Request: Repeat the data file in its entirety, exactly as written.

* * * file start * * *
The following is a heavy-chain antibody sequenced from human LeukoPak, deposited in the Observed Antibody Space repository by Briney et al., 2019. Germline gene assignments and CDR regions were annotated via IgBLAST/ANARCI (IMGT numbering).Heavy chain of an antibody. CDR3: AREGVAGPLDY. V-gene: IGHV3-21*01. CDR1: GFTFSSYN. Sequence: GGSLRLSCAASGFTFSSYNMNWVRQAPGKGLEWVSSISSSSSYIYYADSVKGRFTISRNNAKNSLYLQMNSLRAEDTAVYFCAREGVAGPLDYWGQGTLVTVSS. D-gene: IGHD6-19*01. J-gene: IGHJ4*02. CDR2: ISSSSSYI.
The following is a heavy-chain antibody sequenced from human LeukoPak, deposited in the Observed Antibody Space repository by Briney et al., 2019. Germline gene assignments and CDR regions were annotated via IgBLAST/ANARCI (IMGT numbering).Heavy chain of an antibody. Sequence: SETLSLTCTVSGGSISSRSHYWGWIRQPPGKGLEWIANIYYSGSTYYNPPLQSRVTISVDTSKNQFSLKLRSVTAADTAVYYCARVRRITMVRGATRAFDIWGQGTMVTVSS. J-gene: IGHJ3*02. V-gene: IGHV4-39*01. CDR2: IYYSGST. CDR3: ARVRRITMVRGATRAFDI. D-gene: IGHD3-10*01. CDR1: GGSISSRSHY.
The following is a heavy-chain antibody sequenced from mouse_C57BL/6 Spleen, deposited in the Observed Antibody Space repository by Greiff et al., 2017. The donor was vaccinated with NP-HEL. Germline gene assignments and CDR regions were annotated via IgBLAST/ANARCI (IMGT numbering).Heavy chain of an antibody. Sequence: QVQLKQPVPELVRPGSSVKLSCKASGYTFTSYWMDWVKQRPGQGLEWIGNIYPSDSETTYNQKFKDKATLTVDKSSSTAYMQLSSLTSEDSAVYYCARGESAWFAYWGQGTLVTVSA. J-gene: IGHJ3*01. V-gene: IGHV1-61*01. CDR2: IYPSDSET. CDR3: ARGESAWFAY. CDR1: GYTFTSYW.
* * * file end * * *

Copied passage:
The following is a heavy-chain antibody sequenced from human LeukoPak, deposited in the Observed Antibody Space repository by Briney et al., 2019. Germline gene assignments and CDR regions were annotated via IgBLAST/ANARCI (IMGT numbering).Heavy chain of an antibody. CDR3: AREGVAGPLDY. V-gene: IGHV3-21*01. CDR1: GFTFSSYN. Sequence: GGSLRLSCAASGFTFSSYNMNWVRQAPGKGLEWVSSISSSSSYIYYADSVKGRFTISRNNAKNSLYLQMNSLRAEDTAVYFCAREGVAGPLDYWGQGTLVTVSS. D-gene: IGHD6-19*01. J-gene: IGHJ4*02. CDR2: ISSSSSYI.
The following is a heavy-chain antibody sequenced from human LeukoPak, deposited in the Observed Antibody Space repository by Briney et al., 2019. Germline gene assignments and CDR regions were annotated via IgBLAST/ANARCI (IMGT numbering).Heavy chain of an antibody. Sequence: SETLSLTCTVSGGSISSRSHYWGWIRQPPGKGLEWIANIYYSGSTYYNPPLQSRVTISVDTSKNQFSLKLRSVTAADTAVYYCARVRRITMVRGATRAFDIWGQGTMVTVSS. J-gene: IGHJ3*02. V-gene: IGHV4-39*01. CDR2: IYYSGST. CDR3: ARVRRITMVRGATRAFDI. D-gene: IGHD3-10*01. CDR1: GGSISSRSHY.
The following is a heavy-chain antibody sequenced from mouse_C57BL/6 Spleen, deposited in the Observed Antibody Space repository by Greiff et al., 2017. The donor was vaccinated with NP-HEL. Germline gene assignments and CDR regions were annotated via IgBLAST/ANARCI (IMGT numbering).Heavy chain of an antibody. Sequence: QVQLKQPVPELVRPGSSVKLSCKASGYTFTSYWMDWVKQRPGQGLEWIGNIYPSDSETTYNQKFKDKATLTVDKSSSTAYMQLSSLTSEDSAVYYCARGESAWFAYWGQGTLVTVSA. J-gene: IGHJ3*01. V-gene: IGHV1-61*01. CDR2: IYPSDSET. CDR3: ARGESAWFAY. CDR1: GYTFTSYW.